Spatial part of Robertson-Walker metric

The spatial part of the FRW metric can be written as $$d\Sigma^2=d\rho^2+f^2(\rho)(d\theta^2+{sin}^2\theta d\phi^2)$$ where $$f(\rho)$$ satisfies $$\frac{df}{d\rho}=\frac{f(2\rho)}{2f(\rho)}.$$ I am trying to derive the form of $$f(\rho)$$ by using a power series expansion $$f(\rho)=\sum a_n \rho^n$$ and show that $$f(\rho)$$ can be $$\rho$$, $$R\sin(\rho/R)$$ or $$R\sinh(\rho/R)$$. I am getting stuck.

What should be further steps?

Should be:

$$f(\rho) = \sum a_n \rho^n$$
$$df/d\rho = \sum n a_n \rho^{n-1}$$
$$f(2 \rho) = \sum a_n (2 \rho)^n = \sum 2^n a_n \rho^n$$

You plug what above in the equation, you multiply L.H.S. and R.H.S. times the expression for $$f(\rho)$$ and move all the terms to the L.H.S. Then order the terms as per powers of $$\rho$$, e.g. $$\rho^0$$, $$\rho^1$$, $$\rho^2$$, etc. For each power you equate the coefficient to zero. You should get a recurring formula relating $$a_n$$ to $$a_{n-1}$$.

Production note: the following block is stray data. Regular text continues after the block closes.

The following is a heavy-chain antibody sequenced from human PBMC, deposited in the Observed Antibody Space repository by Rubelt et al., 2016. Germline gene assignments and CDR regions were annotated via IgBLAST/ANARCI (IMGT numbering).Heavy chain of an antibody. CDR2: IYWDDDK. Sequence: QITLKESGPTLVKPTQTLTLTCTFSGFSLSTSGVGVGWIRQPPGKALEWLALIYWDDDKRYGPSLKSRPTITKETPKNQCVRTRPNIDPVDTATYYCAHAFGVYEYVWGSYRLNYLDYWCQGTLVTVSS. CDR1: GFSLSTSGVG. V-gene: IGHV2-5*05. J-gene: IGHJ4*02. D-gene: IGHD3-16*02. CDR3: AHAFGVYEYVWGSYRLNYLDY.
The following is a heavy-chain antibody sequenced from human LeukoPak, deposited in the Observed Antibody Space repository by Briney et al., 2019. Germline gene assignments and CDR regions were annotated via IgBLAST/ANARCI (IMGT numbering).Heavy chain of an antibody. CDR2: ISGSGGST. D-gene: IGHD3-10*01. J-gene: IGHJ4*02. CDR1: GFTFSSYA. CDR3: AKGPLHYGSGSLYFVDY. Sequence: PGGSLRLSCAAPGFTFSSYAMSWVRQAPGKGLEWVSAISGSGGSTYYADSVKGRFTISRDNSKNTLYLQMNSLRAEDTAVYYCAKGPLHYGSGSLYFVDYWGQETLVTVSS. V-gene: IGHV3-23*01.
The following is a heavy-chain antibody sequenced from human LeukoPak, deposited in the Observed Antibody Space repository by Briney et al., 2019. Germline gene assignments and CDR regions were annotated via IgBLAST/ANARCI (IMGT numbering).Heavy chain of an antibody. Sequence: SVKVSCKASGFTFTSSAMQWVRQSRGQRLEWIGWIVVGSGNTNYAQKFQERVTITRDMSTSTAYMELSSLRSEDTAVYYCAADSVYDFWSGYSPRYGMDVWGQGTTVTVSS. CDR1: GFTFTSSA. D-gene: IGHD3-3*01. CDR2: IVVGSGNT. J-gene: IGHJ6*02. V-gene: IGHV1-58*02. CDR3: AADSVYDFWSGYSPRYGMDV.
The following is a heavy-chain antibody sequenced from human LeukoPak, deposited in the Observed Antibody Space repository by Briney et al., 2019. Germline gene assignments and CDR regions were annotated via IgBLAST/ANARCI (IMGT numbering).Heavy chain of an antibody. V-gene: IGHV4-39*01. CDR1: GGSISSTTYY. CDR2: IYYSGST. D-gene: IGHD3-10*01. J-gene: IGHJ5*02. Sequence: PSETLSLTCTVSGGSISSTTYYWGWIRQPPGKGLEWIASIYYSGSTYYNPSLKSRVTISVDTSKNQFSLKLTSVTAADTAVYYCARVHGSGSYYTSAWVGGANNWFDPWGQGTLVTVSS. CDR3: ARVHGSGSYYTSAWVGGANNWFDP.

DERIVATION
$$df/d\rho = f(2 \rho) / (2 f(\rho))$$
$$(df/d\rho) (2 f(\rho)) = f(2 \rho)$$
$$(\sum_n n a_n \rho^{n-1}) 2 (\sum_m a_m \rho^m) - \sum_l 2^l a_l \rho^l = 0$$
$$\sum_n \sum_m 2 n a_n a_m \rho^{n-1+m} - \sum_l 2^l a_l \rho^l = 0$$
Equating the coefficients of power $$l$$ requires $$n - 1 + m = l$$, that is $$m = l + 1 - n$$, hence
$$a_l = 2^{-(l - 1)} \sum_{n = 0}^{l + 1} n a_n a_{l + 1 - n}$$

Solution I
$$l = 0, n = 0, 1$$
$$a_0 = 2 a_1 a_0$$
$$a_0 (2 a_1 - 1) = 0$$
Let us consider $$a_0 = 0$$ and $$a_1$$ undefined

$$l = 1, n = 0, 1, 2$$
$$a_1 = a_1^2$$
$$a_1 (a_1 - 1) = 0$$
$$a_1 = 1$$ defined

$$l = 2, n = 0, 1, 2, 3$$
$$a_2 = 2^{-1} (a_2 + 2 a_2)$$
$$a_2 = 0$$

$$l = 3, n = 0, 1, 2, 3, 4$$
$$a_3 = 2^{-2} (a_3 + 3 a_3)$$
$$a_3$$ undefined

If we choose $$a_3 = 0$$, then the equation for $$a_l$$ with $$l \ge 4$$ provides a zero value if the previous coefficients up to $$a_{l - 1}$$ are zero, except for $$a_1$$.

To summarize we got the following solution:
$$a_1 = 1$$
$$a_l = 0$$ for $$l \ne 1$$
That is $$f (\rho) = \rho$$
It is the zero curvature geometry of FRW metric, i.e. a flat universe.

Note: To look for the positive/negative curvature solutions you have to exploit the fact that $$a_3$$ is undefined. You assume it is non zero and then proceed. However it is more laborious.

• I used the same method. I am getting stuck. Could you please include a small part of the derivation? – Tejas P Nov 15 '18 at 11:15
• I edited my answer adding the section DERIVATION. – Michele Grosso Nov 17 '18 at 17:05